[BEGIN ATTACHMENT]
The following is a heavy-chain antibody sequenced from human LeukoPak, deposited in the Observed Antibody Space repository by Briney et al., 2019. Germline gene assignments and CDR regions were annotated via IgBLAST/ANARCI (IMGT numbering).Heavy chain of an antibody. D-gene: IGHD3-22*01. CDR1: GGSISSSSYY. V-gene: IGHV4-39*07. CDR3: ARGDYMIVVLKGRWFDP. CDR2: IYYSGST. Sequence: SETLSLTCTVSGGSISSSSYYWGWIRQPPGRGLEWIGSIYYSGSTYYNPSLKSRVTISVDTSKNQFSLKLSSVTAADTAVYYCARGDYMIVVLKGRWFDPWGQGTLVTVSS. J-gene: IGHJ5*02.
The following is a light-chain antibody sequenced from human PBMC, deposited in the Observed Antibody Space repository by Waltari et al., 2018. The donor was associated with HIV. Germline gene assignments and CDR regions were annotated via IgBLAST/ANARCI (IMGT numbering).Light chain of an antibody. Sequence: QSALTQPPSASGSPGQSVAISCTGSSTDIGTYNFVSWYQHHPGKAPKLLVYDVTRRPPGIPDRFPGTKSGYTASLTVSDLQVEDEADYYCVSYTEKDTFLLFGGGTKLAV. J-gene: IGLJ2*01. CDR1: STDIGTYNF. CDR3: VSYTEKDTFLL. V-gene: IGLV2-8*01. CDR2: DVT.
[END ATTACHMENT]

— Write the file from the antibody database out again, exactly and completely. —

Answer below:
The following is a heavy-chain antibody sequenced from human LeukoPak, deposited in the Observed Antibody Space repository by Briney et al., 2019. Germline gene assignments and CDR regions were annotated via IgBLAST/ANARCI (IMGT numbering).Heavy chain of an antibody. D-gene: IGHD3-22*01. CDR1: GGSISSSSYY. V-gene: IGHV4-39*07. CDR3: ARGDYMIVVLKGRWFDP. CDR2: IYYSGST. Sequence: SETLSLTCTVSGGSISSSSYYWGWIRQPPGRGLEWIGSIYYSGSTYYNPSLKSRVTISVDTSKNQFSLKLSSVTAADTAVYYCARGDYMIVVLKGRWFDPWGQGTLVTVSS. J-gene: IGHJ5*02.
The following is a light-chain antibody sequenced from human PBMC, deposited in the Observed Antibody Space repository by Waltari et al., 2018. The donor was associated with HIV. Germline gene assignments and CDR regions were annotated via IgBLAST/ANARCI (IMGT numbering).Light chain of an antibody. Sequence: QSALTQPPSASGSPGQSVAISCTGSSTDIGTYNFVSWYQHHPGKAPKLLVYDVTRRPPGIPDRFPGTKSGYTASLTVSDLQVEDEADYYCVSYTEKDTFLLFGGGTKLAV. J-gene: IGLJ2*01. CDR1: STDIGTYNF. CDR3: VSYTEKDTFLL. V-gene: IGLV2-8*01. CDR2: DVT.